Researchers at NASA’s Jet Propulsion Laboratory (JPL) have discovered two small moons around Neptune perform a “dance of avoidance” as they orbit the planet.
Naiad and Thalassa were discovered by NASA’s Voyager 2 spacecraft as it passed by the ice giant Neptune in 1989. In a paper published on November 13, researchers at JPL revealed that the two moons follow a strange orbital pattern unlike any observed before.
“We refer to this repeating pattern as a resonance,” said Marina Brozović, an expert in solar system dynamics at JPL and the lead author of the new paper, which was published in the scientific journal Icarus. “There are many different types of ‘dances’ that planets, moons and asteroids can follow, but this one has never been seen before.”
In this perpetual orbital ballet, Thalassa is the strong backbone and is in a stable seven-hour orbit around the ice giant. Naiad, on the other hand, brings flair to the duo. The moon orbits the planet every seven and a half hours in a wild zigzag pattern. As it catches Thalassa every four orbits, it bucks up and down around its orbital partner passing as close as 1,850 kilometers.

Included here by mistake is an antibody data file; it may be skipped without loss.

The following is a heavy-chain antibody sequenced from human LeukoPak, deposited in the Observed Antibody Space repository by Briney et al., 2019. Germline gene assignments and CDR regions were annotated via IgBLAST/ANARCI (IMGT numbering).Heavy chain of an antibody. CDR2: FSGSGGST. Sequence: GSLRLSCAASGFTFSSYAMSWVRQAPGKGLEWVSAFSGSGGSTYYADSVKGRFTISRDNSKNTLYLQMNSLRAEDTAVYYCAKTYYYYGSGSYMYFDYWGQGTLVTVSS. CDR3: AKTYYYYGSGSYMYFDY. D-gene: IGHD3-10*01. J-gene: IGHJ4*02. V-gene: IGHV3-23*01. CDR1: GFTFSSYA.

If you were on the surface as Naiad caught up to Thalassa, you would likely see it pass twice from above and twice from below. Approximately 21 hours later, it would be back again sailing up and down in an endless cosmic ballet.
Researchers at JPL believe that Naiad’s tilted orbit is a result of an interaction with one of the ice giant’s other inner moons.
“We suspect that Naiad was kicked into its tilted orbit by an earlier interaction with one of Neptune’s other inner moons,” said Brozović. “Only later, after its orbital tilt was established, could Naiad settle into this unusual resonance with Thalassa.”